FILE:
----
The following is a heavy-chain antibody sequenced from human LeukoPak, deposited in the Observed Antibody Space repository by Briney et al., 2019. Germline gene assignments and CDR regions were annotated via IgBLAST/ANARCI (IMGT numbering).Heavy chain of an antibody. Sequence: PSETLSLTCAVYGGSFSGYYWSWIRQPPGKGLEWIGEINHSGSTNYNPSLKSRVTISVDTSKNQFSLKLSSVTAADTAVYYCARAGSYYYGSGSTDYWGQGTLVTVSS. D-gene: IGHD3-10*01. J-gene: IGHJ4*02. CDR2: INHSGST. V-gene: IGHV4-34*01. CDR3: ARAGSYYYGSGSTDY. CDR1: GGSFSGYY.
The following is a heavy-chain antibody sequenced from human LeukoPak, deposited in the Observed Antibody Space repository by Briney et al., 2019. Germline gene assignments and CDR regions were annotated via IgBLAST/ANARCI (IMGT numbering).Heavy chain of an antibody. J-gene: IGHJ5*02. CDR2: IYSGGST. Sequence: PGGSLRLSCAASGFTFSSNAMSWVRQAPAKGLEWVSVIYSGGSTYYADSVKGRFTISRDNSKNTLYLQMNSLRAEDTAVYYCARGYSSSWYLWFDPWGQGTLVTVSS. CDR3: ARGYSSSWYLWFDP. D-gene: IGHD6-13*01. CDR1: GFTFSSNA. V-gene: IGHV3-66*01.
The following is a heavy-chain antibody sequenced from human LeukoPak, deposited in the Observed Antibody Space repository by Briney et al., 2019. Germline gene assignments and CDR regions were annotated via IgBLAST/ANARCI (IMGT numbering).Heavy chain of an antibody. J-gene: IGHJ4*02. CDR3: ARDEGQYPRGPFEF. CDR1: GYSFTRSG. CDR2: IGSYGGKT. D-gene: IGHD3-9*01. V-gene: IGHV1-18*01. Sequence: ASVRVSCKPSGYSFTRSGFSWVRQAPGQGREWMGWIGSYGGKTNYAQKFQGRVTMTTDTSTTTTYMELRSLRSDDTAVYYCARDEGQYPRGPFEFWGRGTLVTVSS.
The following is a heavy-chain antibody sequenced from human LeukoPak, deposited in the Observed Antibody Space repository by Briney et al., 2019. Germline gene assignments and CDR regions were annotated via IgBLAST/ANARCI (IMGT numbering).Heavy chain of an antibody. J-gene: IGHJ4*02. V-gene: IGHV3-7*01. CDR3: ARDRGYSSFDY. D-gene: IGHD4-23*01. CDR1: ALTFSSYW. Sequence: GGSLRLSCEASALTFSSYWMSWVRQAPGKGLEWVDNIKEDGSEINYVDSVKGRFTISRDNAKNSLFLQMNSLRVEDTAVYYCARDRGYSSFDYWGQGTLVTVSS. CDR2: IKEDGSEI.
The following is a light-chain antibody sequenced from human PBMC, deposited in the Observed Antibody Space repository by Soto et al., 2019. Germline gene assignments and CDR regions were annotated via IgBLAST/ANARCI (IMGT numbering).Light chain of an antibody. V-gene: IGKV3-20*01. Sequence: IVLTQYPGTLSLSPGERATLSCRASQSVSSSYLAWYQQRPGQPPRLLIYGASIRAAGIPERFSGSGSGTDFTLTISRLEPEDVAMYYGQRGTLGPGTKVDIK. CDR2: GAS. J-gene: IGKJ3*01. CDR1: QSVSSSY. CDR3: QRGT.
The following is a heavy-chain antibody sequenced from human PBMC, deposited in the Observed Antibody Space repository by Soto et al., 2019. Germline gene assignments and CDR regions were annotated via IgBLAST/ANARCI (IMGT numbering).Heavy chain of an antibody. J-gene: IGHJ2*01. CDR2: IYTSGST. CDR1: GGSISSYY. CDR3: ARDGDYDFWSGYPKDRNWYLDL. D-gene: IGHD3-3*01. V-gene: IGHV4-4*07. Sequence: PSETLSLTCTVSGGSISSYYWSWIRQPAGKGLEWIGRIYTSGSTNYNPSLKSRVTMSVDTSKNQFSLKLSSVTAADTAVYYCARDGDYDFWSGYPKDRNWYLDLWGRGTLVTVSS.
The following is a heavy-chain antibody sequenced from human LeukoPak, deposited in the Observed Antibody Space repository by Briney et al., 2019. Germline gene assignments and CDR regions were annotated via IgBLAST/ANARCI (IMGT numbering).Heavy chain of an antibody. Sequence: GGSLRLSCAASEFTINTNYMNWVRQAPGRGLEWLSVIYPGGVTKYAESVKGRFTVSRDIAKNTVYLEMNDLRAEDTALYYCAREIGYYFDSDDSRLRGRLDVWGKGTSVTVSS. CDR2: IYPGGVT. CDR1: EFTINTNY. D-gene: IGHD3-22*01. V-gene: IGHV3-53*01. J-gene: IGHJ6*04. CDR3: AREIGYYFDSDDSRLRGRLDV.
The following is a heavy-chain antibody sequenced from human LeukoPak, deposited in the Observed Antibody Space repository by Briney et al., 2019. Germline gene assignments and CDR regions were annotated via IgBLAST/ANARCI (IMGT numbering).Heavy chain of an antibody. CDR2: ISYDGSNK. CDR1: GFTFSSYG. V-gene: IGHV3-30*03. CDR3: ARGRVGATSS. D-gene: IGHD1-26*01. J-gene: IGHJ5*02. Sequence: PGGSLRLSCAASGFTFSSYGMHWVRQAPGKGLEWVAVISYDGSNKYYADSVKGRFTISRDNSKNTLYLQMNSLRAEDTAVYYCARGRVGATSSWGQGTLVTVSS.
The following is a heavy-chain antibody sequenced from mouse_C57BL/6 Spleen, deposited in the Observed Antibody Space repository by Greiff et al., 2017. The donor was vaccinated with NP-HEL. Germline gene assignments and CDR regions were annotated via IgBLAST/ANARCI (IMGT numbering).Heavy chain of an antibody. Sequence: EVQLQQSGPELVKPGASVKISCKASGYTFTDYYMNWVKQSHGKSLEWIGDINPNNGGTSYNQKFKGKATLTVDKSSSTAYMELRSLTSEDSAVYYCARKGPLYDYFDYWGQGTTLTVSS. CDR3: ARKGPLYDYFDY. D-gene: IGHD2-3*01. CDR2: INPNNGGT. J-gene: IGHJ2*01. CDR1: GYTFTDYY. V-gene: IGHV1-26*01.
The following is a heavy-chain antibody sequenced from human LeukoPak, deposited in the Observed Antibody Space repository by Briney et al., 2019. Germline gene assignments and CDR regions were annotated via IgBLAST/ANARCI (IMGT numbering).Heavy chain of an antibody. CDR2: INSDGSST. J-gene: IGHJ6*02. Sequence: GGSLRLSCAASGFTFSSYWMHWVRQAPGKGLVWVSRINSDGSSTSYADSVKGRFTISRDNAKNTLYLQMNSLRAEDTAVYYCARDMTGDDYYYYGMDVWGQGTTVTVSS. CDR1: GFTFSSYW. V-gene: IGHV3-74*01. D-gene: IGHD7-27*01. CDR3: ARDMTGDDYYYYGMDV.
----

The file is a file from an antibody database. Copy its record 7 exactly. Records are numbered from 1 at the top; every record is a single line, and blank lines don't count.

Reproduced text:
The following is a heavy-chain antibody sequenced from human LeukoPak, deposited in the Observed Antibody Space repository by Briney et al., 2019. Germline gene assignments and CDR regions were annotated via IgBLAST/ANARCI (IMGT numbering).Heavy chain of an antibody. Sequence: GGSLRLSCAASEFTINTNYMNWVRQAPGRGLEWLSVIYPGGVTKYAESVKGRFTVSRDIAKNTVYLEMNDLRAEDTALYYCAREIGYYFDSDDSRLRGRLDVWGKGTSVTVSS. CDR2: IYPGGVT. CDR1: EFTINTNY. D-gene: IGHD3-22*01. V-gene: IGHV3-53*01. J-gene: IGHJ6*04. CDR3: AREIGYYFDSDDSRLRGRLDV.